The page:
Private sector adapts to business with DHS

Aug. 1, 2004
Baltimore —Officials at major private-sector security firms and prime contractors say the key to doing business with the Department of Homeland Security (DHS) is to use current technology instead of developing new technology.

By Ben Ames

Baltimore —Officials at major private-sector security firms and prime contractors say the key to doing business with the Department of Homeland Security (DHS) is to use current technology instead of developing new technology.

Planners at DHS are trying to prevent future terrorist attacks on domestic soil. Their challenge is a growing gap between over-committed military authorities and underpowered civilian authorities, said Suzanne Jenniches, vice president and general manager of the Government Systems Division for Northrop Grumman in Baltimore.

As part of a panel of private-sector company representatives, Jenniches spoke about the challenges of doing business with the federal government. Panelists addressed attendees May 18 at the Homeland Security Solutions Conference & Exhibition held in Baltimore. Also on the panel was Paul Clark, vice president for homeland security at BAE Systems North America in Arlington, Va., and Frank Mandelbaum, chairman and chief executive officer of Intelli-Check in Woodbury, N.Y.

Prime contractors like Northrop Grumman are now trying to fill that gap between military and civilian authorities, and adapt to a new market. "Our primary focus was national defense. Now we're transitioning to include homeland security, domestic civilian forces, and military peacekeeping forces," Jenniches said. Planners at Northrop Grumman are focusing on a few markets: weapons of mass destruction, critical infrastructure protection, border security, and commercial aircraft protection.

"We try to transfer existing technology as opposed to developing new technology," she said. "That will change as HSARPA [Homeland Security Advanced Research Projects Agency] matures. But now, DHS is looking for mature solutions in bio-terror detection, intelligence gathering and analysis, border security, first-responder help, IT netting, and rapid information sharing."

DHS planners are looking for entire systems and networks, not single components, agreed BAE Systems' Clark. There is a continuing need for systems integrators to build those finished platforms, he added.

A manufacturer of discrete components — such as printed circuit boards or embedded circuits — would probably be unsuccessful at entering the market for homeland security devices through a direct relationship with DHS or even with a prime contractor, Jenniches said.

Rather, such manufacturers should approach a tier-two supplier, who would incorporate their technology into a more mature product. Prime contractors buy finished black boxes, not discrete integrated circuits, she said.

In a few market sectors, engineers at Northrop Grumman have acted as vertical integrators, assembling products for electro-optics, sonar, radar, or electronic warfare.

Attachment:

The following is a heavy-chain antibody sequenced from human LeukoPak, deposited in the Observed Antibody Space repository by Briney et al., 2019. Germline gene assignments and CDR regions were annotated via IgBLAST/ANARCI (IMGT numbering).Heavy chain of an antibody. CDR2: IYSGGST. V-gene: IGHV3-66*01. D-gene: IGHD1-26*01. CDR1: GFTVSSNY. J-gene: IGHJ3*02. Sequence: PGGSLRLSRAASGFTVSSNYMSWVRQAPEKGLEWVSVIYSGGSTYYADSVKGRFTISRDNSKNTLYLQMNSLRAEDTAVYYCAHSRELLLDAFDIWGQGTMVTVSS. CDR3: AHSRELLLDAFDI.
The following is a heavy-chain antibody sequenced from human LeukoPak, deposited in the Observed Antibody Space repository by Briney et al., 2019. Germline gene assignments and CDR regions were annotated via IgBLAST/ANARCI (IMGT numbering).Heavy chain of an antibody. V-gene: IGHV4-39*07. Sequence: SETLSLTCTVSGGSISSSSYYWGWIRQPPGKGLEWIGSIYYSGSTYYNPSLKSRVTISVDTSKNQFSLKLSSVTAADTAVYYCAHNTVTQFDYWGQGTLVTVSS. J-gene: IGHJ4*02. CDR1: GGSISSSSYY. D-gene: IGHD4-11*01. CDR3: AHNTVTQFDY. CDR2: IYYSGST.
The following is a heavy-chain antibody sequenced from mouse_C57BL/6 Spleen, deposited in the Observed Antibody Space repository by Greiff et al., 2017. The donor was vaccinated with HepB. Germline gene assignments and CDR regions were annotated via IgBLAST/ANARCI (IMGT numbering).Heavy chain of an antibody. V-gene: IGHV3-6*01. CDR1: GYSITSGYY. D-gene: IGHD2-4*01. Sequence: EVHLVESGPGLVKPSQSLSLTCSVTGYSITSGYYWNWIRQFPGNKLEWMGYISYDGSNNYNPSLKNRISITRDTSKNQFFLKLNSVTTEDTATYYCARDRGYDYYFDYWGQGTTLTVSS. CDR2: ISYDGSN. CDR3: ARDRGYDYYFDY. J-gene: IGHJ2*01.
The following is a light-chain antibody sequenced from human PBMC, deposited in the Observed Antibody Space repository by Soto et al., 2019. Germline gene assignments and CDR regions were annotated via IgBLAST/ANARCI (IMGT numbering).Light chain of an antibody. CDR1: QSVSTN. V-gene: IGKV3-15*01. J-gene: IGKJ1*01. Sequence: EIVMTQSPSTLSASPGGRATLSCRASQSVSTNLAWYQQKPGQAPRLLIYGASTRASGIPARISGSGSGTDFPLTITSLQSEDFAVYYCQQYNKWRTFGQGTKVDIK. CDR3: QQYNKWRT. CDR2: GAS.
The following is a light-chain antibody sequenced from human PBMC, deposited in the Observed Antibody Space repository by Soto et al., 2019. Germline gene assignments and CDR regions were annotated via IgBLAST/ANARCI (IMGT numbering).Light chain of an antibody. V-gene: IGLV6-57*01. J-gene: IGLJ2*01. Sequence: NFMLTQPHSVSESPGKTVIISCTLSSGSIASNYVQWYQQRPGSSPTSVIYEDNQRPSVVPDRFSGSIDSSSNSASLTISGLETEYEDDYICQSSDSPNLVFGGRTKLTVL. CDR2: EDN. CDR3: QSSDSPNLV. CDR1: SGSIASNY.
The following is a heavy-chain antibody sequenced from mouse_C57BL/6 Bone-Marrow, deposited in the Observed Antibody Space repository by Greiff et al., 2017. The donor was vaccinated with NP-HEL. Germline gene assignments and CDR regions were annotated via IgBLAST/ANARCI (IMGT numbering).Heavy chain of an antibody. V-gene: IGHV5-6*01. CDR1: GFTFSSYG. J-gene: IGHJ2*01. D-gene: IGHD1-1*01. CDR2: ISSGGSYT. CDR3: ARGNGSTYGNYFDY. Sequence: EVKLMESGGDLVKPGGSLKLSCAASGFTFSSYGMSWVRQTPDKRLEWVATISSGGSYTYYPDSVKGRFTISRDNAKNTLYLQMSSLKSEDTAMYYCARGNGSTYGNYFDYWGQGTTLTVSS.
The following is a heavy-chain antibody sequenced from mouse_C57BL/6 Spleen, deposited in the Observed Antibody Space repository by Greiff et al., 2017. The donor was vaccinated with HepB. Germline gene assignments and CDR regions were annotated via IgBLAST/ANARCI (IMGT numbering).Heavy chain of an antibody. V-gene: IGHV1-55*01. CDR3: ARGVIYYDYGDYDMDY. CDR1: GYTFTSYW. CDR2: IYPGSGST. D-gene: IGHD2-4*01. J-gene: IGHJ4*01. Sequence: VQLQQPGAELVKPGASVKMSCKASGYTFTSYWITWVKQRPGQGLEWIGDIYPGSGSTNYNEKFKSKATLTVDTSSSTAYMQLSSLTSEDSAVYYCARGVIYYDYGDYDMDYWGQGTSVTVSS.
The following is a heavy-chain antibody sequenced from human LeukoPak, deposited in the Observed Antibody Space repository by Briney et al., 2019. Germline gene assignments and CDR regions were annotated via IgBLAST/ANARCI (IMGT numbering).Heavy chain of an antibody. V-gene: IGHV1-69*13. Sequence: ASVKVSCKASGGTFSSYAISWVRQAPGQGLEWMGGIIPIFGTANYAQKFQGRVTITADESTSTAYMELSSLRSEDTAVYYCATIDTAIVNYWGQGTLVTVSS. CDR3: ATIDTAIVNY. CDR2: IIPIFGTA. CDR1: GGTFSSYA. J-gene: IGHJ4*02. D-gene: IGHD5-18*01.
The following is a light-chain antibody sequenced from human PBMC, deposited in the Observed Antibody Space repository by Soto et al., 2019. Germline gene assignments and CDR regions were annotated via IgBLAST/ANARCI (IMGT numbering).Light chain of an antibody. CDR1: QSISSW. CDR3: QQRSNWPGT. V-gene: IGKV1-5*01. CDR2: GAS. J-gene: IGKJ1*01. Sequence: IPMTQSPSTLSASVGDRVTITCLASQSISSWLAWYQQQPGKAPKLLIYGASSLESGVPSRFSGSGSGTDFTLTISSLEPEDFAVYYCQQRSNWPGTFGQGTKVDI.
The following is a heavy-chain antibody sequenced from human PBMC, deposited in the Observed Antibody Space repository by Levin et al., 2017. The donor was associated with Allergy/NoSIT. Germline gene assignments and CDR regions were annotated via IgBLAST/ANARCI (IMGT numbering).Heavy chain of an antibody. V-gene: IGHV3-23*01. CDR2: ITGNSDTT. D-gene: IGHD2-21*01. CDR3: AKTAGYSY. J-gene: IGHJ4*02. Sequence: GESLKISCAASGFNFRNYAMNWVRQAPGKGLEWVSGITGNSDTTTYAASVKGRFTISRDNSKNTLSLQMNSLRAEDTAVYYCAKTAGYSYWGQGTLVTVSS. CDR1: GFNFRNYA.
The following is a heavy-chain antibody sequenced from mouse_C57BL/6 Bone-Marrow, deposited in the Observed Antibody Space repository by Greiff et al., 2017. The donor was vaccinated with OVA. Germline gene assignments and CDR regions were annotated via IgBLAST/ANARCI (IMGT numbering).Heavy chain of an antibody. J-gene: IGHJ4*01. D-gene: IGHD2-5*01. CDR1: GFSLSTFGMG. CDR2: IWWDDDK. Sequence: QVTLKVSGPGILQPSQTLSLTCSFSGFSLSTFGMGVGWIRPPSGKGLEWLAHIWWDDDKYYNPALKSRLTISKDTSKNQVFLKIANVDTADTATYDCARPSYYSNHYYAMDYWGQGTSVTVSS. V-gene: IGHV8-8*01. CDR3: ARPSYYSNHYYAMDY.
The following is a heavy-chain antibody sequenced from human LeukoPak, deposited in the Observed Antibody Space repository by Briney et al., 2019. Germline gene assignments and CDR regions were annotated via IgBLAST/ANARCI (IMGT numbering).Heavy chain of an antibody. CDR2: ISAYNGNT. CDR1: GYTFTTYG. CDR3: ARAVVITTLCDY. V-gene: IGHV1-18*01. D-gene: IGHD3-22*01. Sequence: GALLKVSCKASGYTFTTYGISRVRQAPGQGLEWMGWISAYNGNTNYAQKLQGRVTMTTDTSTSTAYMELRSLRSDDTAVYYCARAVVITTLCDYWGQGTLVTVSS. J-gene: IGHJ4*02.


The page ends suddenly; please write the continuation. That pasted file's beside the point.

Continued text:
"But even there, we buy at a higher level than we did 20 years ago," she said. "In homeland security, the cost for us to develop chemical and biological agent sensors is prohibitive, given the market size. So we go out and buy at the black box or subsystem level. We're looking to form long-term partnerships with small companies or universities who have these new technologies. Then we bring the skills to ruggedize the design and do business with the government."

When the U.S. Postal Service needed anthrax detectors, designers at Northrop Grumman took a commercially available technology and added their expertise: they packaged it for an industrial environment, tested it to reduce false positives (for example, paper dust is a biological element that trips many sensors), and arranged software, deployment, installation, and maintenance. That is how they delivered a product within six months, she said.

To succeed in federal markets, private-sector companies must learn to integrate entire platforms, agreed Mark Shaheen, vice president at The Civitas Group in Washington.

His group published a Feb. 6 study, "Key Private Sector Implications of the FY 2005 Homeland Security Budget Request." It is available to download for free at Shaheen was another speaker at the Homeland Security Solutions conference.

"Until now, the homeland-security market has been unfocused. Companies have been selling solutions, not products," he said. "Now the private sector is better understanding how to do business with the government. But one remaining challenge is the lack of national standards."

One model that small technology suppliers could emulate is Dell Computer of Austin, Texas.

"We need better integration of technologies, like Dell has done in the PC market," Shaheen said. "In the mid-'80s, you would order various parts of a computer and hope they fit together. But now, you can configure a specialized computer on the Web in 20 minutes. Similar integration is needed to link cameras, sensors, and checkpoints."

One of the strongest business opportunities in homeland security is aviation security, particularly for screening, he said.

The U.S. Federal Aviation Administration (FAA) has budgeted $55 million in fiscal year 2005 for cargo screening, with more to come from the Transportation Security Administration (TSA). Other needs include identification technologies, data analysis, tracking, and counter-MAN-PADS (Man-Portable Air Defense System, also known as shoulder-fired missiles).

Other federal markets include port and maritime security, and ground transportation. In addition, border security alone could generate $10 billion over the next decade in demand for technologies for identification, truck scanning, data analysis, and remote surveillance, Shaheen said.

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